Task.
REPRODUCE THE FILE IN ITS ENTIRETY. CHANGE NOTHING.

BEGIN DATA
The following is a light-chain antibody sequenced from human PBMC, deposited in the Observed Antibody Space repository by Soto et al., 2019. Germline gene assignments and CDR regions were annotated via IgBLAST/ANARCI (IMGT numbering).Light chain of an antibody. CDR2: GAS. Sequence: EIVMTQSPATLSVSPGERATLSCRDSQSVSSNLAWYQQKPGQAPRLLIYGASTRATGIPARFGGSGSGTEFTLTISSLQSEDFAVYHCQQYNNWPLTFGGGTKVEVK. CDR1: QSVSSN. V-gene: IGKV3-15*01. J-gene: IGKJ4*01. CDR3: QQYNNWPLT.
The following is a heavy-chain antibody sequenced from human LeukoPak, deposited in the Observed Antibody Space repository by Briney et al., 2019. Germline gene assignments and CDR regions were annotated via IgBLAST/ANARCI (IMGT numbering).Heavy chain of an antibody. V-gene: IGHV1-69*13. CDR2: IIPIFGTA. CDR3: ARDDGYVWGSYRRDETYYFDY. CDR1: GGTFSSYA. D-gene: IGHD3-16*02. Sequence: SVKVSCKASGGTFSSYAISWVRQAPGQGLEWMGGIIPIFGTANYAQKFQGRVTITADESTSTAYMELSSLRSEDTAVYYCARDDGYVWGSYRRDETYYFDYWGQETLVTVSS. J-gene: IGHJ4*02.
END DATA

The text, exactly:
The following is a light-chain antibody sequenced from human PBMC, deposited in the Observed Antibody Space repository by Soto et al., 2019. Germline gene assignments and CDR regions were annotated via IgBLAST/ANARCI (IMGT numbering).Light chain of an antibody. CDR2: GAS. Sequence: EIVMTQSPATLSVSPGERATLSCRDSQSVSSNLAWYQQKPGQAPRLLIYGASTRATGIPARFGGSGSGTEFTLTISSLQSEDFAVYHCQQYNNWPLTFGGGTKVEVK. CDR1: QSVSSN. V-gene: IGKV3-15*01. J-gene: IGKJ4*01. CDR3: QQYNNWPLT.
The following is a heavy-chain antibody sequenced from human LeukoPak, deposited in the Observed Antibody Space repository by Briney et al., 2019. Germline gene assignments and CDR regions were annotated via IgBLAST/ANARCI (IMGT numbering).Heavy chain of an antibody. V-gene: IGHV1-69*13. CDR2: IIPIFGTA. CDR3: ARDDGYVWGSYRRDETYYFDY. CDR1: GGTFSSYA. D-gene: IGHD3-16*02. Sequence: SVKVSCKASGGTFSSYAISWVRQAPGQGLEWMGGIIPIFGTANYAQKFQGRVTITADESTSTAYMELSSLRSEDTAVYYCARDDGYVWGSYRRDETYYFDYWGQETLVTVSS. J-gene: IGHJ4*02.